Today is Acromegaly Awareness Day, an opportunity to teach Canadians about this rare disease.
VANCOUVER, Nov. 1, 2018 /CNW Telbec/ - Acromegaly is a rare disease in adults which is difficult to recognize due to its slow progression and varied symptoms. Less than 2,000 cases are currently diagnosed in Canada, with many more patients still awaiting. While diagnosed in 3 to 4 persons per one million per year in Canada, acromegaly is actually present in 60 persons per one million.1
Caused by a benign pituitary tumour, acromegaly leads to abnormal skeletal and soft tissue growth. Typically, the first signs of acromegaly are changes in ring and foot size, changes in dental bite, new gaps between teeth, joint pain, excessive snoring and/or sweating. Complications commonly include headaches, vision problems, arthritis, diabetes, hypertension, colonic polyps and enlarged internal organs such as the heart.1 "Acromegaly also has hidden family, work, social and psychological impacts, often causing those affected to suffer in silence and isolation for a long time because of the significant impact on the mind and body, and because it is so rare," says Brent Baker, a founding member of the Canadian Pituitary Patient Network and an acromegaly patient himself.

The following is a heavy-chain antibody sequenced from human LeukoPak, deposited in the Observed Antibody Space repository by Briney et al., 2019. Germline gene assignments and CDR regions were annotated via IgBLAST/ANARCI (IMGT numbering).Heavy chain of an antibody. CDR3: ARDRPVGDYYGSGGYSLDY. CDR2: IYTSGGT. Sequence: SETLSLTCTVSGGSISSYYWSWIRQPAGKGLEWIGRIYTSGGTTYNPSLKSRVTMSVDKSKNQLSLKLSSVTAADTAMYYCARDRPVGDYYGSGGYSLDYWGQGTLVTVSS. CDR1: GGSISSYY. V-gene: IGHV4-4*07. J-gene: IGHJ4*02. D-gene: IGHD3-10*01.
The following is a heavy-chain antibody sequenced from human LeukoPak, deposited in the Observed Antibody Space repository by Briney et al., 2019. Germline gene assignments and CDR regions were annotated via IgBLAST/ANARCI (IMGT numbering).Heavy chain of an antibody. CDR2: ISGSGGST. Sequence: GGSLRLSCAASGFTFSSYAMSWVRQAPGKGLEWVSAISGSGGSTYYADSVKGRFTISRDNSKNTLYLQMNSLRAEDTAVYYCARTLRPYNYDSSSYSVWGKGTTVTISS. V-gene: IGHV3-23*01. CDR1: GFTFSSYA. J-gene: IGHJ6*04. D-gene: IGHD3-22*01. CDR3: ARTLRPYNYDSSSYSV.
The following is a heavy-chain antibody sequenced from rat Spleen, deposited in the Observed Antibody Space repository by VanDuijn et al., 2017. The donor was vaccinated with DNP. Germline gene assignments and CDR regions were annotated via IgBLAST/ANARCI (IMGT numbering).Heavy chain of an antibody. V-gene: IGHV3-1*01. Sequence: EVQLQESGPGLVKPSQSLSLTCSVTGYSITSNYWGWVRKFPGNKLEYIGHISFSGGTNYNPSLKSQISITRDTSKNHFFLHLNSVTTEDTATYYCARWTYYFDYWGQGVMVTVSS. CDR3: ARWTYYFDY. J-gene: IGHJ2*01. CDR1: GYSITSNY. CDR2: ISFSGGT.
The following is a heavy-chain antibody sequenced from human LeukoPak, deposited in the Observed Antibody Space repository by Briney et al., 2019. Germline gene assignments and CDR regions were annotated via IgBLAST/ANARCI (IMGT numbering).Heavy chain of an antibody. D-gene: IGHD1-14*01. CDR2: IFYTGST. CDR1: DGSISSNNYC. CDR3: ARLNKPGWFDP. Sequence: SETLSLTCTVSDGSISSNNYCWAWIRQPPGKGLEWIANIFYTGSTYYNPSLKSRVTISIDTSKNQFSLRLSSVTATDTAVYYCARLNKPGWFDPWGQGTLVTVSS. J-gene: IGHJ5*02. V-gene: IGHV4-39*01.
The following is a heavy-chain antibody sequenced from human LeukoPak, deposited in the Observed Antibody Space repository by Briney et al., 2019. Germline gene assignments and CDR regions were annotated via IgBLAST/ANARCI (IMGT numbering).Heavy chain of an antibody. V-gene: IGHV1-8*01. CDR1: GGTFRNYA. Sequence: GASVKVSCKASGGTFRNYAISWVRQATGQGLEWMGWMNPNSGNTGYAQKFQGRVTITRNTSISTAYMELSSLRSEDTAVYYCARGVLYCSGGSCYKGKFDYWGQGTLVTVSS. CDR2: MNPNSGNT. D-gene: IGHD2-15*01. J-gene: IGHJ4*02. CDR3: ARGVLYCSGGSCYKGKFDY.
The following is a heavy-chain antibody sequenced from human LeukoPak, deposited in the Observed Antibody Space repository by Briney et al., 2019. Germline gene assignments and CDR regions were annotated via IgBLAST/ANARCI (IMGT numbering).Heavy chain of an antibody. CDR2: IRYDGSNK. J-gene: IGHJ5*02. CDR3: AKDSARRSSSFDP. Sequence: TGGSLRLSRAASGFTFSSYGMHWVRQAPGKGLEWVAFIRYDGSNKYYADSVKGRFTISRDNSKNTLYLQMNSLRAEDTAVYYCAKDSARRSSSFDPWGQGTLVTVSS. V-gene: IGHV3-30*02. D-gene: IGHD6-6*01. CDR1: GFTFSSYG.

In spite of the challenges of acromegaly, patient ambassadors across the country are using their experience to bring awareness and support to Canadians who may also suffer from the disease. "Being an acromegaly ambassador has been a major drive for me. After being diagnosed with acromegaly, I felt isolated, frustrated, confused and, at times, hopeless. We are not all at the same stage of this disease, but we certainly should not feel alone," explains Peggy MacDonald, Founder of the Atlantic Acromegaly Support Society.
Last month, fellow acromegaly ambassador and Montreal photographer Santino Matrundola launched Light of Day, an art exhibit dedicated to shining the light on how patients experience and overcome this 'invisible disease'. The project included a single photograph of each of the eleven participating acromegaly ambassadors, along with a short story describing the unique experience each has had with this condition.
Deanna Badiuk-Black, President and Founder of the Vancouver Acromegaly Support Group, describes the ultimate objective for acromegaly ambassadors as building awareness in the hope that those with this condition can be diagnosed as soon as possible. This way, patients can build knowledge and seek appropriate support.
Patient support in Canada is provided via the following associations: Canadian Pituitary Patient Network, Vancouver Acromegaly Support Group, Alberta Pituitary Patient Society, Atlantic Acromegaly Support Society and the Acromegaly Ottawa Awareness and Support Network.
- National Institute of Diabetes and Digestive and Kidney Diseases. Endocrine Diseases. Acromegaly. Available at: https://www.niddk.nih.gov/health-information/endocrine-diseases/acromegaly. Accessed October 2018.
SOURCE Canadian Pituitary Patient Network
For further information: Katia Kononova, Edelman, 514-315-1975, firstname.lastname@example.org